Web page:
And Adam James is going to be a pariah in Lubbock. Even if some or most of his teammates back him, he’s going to be seen by Texas Tech fans and people on campus as the guy who got their big-time coach fired. If he ever plays another game in a Texas Tech uniform he will probably be booed on his home field. His brother also attends Texas Tech. My guess is that both will have to transfer.

There’s just nothing good in this story. Whether the Texas Tech administration used this as an excuse to get rid of a coach they felt had grown too big for his britches, the fact is Leach gave them that excuse. James might be a whiner or he might be a victim or—more likely—he might be both.

Personally, I like feel-good stories, especially in college athletics. I’m excited about watching Navy and Air Force play their bowl games today. I loved the ending of the Boise Bowl yesterday (does anyone know what Roady’s is or this sponsor for The Alamo Bowl?) with Idaho going for two and beating Bowling Green, 43-42 in a truly classic game to watch even if both teams were 7-5. I still love watching Joe Paterno stalking the sidelines and I’ll always watch The Rose Bowl no matter how mediocre The Big Ten and Pac-10 might be in a given year. It is THE ROSE BOWL—end of discussion.

I don’t know Mike Leach or Adam James and I’ve never set foot on the campus at Texas Tech. But this entire story just makes me feel sad.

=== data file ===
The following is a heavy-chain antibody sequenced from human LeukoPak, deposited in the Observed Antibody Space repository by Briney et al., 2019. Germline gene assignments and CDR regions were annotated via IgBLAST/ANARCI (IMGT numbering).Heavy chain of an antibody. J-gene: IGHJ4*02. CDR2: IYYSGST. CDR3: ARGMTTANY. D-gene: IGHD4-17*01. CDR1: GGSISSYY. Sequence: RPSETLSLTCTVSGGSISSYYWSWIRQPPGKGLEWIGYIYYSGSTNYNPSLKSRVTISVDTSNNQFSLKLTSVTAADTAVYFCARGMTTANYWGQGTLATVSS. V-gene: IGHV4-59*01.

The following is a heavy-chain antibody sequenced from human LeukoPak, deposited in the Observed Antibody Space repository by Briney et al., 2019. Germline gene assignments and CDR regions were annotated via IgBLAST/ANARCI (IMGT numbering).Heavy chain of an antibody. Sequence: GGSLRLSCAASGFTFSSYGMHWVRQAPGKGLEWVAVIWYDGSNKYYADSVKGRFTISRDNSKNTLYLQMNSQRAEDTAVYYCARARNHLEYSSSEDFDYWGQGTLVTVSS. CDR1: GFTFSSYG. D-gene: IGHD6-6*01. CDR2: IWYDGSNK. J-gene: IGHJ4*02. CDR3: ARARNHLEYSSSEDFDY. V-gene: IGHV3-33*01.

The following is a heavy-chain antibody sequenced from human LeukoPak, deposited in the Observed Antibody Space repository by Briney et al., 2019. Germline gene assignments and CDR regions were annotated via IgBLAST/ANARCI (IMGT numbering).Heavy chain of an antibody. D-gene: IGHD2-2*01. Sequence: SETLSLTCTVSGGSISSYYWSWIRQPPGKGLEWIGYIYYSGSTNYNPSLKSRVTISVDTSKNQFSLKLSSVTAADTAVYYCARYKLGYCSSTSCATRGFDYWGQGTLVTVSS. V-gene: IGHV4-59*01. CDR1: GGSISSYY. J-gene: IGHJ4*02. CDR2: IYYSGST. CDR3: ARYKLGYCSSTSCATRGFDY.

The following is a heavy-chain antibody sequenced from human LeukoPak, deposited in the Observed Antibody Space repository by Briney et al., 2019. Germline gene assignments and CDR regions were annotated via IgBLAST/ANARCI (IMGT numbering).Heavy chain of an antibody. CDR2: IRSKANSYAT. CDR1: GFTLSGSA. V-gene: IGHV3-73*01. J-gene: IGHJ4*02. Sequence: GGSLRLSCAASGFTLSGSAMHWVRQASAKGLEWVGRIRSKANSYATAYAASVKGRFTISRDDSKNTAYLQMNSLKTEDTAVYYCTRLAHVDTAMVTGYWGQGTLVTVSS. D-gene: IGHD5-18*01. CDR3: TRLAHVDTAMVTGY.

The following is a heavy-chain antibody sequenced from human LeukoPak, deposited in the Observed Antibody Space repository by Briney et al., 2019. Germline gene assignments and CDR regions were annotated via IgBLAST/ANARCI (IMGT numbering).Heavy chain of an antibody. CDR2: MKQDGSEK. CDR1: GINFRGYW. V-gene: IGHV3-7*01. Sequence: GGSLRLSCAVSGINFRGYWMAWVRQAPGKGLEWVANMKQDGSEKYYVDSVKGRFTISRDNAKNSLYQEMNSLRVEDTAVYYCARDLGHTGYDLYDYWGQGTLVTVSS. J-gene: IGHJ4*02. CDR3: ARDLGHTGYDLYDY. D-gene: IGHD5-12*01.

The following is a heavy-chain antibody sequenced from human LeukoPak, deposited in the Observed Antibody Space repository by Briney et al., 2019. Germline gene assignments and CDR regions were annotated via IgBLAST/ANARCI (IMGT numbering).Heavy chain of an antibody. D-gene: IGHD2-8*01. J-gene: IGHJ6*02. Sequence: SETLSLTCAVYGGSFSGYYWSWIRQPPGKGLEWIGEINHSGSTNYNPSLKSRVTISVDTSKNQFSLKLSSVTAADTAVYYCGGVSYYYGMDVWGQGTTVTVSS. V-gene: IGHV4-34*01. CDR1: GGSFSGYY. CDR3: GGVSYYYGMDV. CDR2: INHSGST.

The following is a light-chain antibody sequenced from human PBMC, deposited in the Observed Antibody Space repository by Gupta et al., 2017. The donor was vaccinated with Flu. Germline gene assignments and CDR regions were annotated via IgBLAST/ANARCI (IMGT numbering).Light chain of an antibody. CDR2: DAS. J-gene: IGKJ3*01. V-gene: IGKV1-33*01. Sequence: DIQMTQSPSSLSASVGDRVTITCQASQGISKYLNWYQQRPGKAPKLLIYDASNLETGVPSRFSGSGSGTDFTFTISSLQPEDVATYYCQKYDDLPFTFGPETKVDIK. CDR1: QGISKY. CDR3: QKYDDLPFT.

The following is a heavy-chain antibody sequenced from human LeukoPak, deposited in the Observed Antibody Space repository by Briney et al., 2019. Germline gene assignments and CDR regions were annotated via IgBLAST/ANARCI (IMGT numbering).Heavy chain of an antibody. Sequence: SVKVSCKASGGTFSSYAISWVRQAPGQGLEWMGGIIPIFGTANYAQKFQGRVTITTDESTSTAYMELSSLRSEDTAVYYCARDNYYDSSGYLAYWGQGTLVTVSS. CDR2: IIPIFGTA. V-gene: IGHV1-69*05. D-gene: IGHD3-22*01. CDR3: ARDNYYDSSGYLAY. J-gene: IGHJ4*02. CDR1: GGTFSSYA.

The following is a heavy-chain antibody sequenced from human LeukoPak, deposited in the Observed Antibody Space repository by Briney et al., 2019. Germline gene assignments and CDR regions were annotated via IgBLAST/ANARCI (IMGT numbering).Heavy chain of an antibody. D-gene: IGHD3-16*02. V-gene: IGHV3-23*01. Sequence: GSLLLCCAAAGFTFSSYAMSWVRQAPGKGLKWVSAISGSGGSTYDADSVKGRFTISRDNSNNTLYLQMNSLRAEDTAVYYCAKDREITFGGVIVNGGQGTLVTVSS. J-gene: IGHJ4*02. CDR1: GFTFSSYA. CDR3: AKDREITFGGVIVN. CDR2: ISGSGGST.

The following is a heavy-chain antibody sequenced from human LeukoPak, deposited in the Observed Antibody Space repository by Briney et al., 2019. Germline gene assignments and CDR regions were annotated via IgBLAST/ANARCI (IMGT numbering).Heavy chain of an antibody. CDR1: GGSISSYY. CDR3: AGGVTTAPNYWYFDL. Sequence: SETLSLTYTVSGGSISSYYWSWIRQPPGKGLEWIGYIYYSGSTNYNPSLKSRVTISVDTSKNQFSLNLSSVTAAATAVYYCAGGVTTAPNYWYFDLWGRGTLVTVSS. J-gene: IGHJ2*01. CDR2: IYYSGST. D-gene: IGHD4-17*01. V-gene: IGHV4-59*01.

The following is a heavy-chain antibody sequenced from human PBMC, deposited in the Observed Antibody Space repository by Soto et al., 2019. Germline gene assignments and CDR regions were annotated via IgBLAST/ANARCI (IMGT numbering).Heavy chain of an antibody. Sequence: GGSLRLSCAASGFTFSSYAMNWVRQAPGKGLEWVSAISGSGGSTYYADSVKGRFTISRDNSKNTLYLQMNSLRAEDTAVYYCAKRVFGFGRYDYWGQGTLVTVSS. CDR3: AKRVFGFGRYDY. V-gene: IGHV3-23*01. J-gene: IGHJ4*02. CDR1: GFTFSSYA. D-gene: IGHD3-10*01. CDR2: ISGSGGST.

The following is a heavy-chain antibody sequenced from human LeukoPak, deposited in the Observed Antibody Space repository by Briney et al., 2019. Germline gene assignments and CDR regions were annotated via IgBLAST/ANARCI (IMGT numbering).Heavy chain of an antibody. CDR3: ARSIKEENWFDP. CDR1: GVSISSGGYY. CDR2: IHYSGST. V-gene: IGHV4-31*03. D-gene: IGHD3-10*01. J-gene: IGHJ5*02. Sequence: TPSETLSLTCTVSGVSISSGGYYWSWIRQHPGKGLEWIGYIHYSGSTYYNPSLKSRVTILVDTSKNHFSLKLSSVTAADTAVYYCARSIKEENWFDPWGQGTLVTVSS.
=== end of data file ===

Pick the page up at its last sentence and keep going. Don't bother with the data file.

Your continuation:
Among the many really good suggestions yesterday about best sports moment of the decade was someone who brought up the Syracuse-Connecticut six overtime game in The Big East Tournament this past March. I was in Atlanta that night at the ACC Tournament and watched the last 40 minutes—10 minutes of regulation, 30 minutes of overtime—in the media hospitality room at the hotel. By the time the game ended there were probably about 150 people in the room, all riveted by what they were seeing.

At the final buzzer, everyone in the room CLAPPED, just clapped for what they had just witnessed. Bob Ryan, who was watching in the lobby bar, told me the exact same thing happened there. That was one of those cool moments in sports—it didn’t matter if you were a Syracuse fan, a U-Conn or couldn’t care less about either team. You knew you had seen something special. I love that kind of stuff.

Happy New Year everyone.

This week's Washington Post column:

Here is my column this week for The Washington Post -----

It was certainly a relief, wasn't it, to learn that the Washington Redskins have complied with the NFL's Rooney Rule by interviewing secondary coach Jerry Gray for the job currently filled by his boss, head coach Jim Zorn.

John Wooten, the president of the Fritz Pollard Alliance, which is charged with monitoring whether teams comply with the rule requiring that minority candidates be interviewed when an NFL head coaching job is open said his group is satisfied that the Redskins are seriously considering Gray to be the Redskins next head coach.